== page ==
Two bills now treading water in Congress would help to arm and train independent state militias across the country - militias that have attracted some Rambo wannabes, neo-Nazis and frustrated weekend warriors.

"State defense forces" were spawned during the early Reagan years as a backup to the National Guard, which is a backup to the military. They were created jointly by the Defense Department, the National Guard, the National Security Council and the Federal Emergency Management Agency.The original intent was to have state defense forces ready to keep order on the home front if the National Guard was deployed to a war with the regular military. They were also to play a role in FEMA's plans to keep the government operating during a nuclear war.

That scenario sounds more and more far-fetched in these post-Cold War days. Even during the Persian Gulf war, the largest military deployment since Vietnam, there were never enough National Guard personnel called up to require that any state defense force be pressed into duty. These forces-without-a-function continue to meet and train in at least 24 states, and their ranks are swelling with recruitment ads placed in publications that appeal to Rambo types, such as "American Survival Guide."

Rep. Floyd Spence, R-S.C., and Sen. Strom Thurmond, R-S.C., believe these free-lance domestic warriors should be allowed to use the Pentagon's training facilities and be armed with leftover military weapons. But Spence and Thurmond will be hard-pressed to find many other lawmakers who agree with the notion of loading this loose cannon.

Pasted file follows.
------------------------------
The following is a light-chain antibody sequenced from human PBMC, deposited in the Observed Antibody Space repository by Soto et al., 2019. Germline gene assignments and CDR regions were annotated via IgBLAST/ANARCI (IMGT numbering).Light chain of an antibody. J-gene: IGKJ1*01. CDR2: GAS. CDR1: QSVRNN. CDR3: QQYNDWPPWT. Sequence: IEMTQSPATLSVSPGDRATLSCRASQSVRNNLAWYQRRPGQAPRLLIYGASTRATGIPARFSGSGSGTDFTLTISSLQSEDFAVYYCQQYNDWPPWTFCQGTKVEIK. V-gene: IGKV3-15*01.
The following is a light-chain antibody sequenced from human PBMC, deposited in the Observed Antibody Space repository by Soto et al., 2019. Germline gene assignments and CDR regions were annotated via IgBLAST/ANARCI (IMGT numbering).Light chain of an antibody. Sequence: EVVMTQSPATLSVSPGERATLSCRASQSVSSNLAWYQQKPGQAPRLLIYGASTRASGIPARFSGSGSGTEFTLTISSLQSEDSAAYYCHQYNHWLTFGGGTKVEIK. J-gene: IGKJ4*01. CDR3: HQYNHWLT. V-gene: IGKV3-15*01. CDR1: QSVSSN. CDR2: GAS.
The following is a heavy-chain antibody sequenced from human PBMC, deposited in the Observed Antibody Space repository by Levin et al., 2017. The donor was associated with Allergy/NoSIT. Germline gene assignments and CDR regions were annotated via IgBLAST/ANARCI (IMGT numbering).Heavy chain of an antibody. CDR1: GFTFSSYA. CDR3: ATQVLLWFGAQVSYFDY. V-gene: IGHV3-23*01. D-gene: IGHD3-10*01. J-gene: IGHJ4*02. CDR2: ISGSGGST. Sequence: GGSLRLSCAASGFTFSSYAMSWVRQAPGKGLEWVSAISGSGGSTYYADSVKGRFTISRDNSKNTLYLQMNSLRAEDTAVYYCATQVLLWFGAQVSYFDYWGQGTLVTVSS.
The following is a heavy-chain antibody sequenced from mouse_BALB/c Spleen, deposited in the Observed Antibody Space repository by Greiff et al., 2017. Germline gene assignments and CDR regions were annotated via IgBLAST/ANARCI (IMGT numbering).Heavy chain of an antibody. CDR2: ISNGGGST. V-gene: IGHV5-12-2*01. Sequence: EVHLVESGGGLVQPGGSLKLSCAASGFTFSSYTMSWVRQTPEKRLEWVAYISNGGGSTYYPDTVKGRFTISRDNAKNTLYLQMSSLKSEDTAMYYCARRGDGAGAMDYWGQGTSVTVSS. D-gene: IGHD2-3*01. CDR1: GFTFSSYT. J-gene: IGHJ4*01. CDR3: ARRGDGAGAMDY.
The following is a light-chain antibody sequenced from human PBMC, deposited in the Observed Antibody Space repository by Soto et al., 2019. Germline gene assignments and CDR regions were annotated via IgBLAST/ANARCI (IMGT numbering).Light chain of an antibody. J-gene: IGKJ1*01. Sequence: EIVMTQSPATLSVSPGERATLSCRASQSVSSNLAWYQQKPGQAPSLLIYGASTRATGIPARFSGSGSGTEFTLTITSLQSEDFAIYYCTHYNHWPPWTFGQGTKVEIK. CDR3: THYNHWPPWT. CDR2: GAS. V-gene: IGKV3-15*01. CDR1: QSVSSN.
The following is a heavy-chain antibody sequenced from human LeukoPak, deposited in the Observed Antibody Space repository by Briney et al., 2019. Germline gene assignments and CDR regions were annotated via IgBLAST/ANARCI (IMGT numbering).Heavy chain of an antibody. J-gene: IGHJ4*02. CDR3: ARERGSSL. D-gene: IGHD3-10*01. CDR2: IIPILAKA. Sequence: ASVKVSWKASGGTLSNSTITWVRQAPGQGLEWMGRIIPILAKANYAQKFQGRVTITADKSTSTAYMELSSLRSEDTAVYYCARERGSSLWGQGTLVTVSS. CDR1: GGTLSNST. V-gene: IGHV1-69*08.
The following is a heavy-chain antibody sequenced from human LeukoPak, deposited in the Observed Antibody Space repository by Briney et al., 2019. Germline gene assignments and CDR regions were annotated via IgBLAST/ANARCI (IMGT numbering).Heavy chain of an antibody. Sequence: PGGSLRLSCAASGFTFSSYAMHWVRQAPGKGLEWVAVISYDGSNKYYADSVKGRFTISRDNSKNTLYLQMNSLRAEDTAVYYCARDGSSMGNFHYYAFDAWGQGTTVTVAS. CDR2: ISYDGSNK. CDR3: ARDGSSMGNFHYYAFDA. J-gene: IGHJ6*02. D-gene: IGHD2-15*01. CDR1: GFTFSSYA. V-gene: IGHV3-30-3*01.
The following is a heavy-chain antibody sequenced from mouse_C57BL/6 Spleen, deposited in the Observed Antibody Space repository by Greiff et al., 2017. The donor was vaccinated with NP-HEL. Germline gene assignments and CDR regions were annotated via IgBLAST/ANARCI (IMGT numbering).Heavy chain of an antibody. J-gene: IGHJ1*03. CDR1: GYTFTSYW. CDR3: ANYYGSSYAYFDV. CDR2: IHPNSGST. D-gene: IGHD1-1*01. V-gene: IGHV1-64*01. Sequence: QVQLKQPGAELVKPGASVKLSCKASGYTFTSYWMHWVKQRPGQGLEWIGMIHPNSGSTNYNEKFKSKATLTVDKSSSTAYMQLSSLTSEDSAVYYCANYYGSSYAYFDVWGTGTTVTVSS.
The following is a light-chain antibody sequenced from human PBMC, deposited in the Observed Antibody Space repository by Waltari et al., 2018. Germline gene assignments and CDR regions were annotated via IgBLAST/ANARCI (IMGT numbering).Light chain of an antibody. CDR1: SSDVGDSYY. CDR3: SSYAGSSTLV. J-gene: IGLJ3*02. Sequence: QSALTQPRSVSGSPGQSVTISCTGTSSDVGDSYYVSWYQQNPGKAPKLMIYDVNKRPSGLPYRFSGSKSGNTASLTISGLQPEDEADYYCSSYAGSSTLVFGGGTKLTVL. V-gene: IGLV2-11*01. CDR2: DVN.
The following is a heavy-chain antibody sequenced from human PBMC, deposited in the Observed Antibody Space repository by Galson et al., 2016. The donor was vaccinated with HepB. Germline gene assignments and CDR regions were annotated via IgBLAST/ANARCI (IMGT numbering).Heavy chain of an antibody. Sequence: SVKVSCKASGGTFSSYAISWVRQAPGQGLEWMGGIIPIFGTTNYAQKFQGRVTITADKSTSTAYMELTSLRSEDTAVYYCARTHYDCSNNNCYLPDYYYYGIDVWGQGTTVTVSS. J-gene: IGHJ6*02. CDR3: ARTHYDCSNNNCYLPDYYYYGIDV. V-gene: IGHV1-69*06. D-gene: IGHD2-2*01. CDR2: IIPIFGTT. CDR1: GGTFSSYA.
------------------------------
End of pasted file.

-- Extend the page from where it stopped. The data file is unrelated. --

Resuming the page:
Journalist Ed Connolly investigated one state defense force, the Ohio Military Reserve, and reported his findings in "Columbus Alive" magazine. He said the group thought its job was to "suppress subversive activity," shoot terrorists and put down any gatherings that looked like a civil disturbance.

Some state defense forces are run by committed, honorable patriots who can be trusted with a gun, but others have proved to be an embarrassment and a potential danger to their home states.

Three governors have reorganized or shut down their state defense forces when they got out of hand. Utah Gov. Norman Bangerter removed all but 31 officers from the Utah State Guard after a probe revealed that the force was peppered with neo-Nazis, felons and mental patients. Some officers reportedly practiced assassination techniques, held desert commando exercises with live ammunition and outfitted one vehicle as a police car.

In New York, state officials examined the internal policy papers of their defense force and then banned public access to the papers for fear that the information was so volatile it could endanger state security if it got into the wrong hands.

Thurmond and Spence are the last in a string of lawmakers who have tried to help arm and train these state militias. So far, most state efforts to finance them have been gunned down when the facts came out about the nature of the militias.

A spokesman for Spence said that while some states may worry about arming their militias, there is nothing to worry about in South Carolina. He said the force there was dominated by older, retired National Guardsmen or soldiers. "It gives them an opportunity to demonstrate patriotism," he said.

He noted that letting the militias use government facilities and weapons wouldn't cost anything, but he was not optimistic that the measure will pass Congress. "There's not been a ground-swell of support, " he said.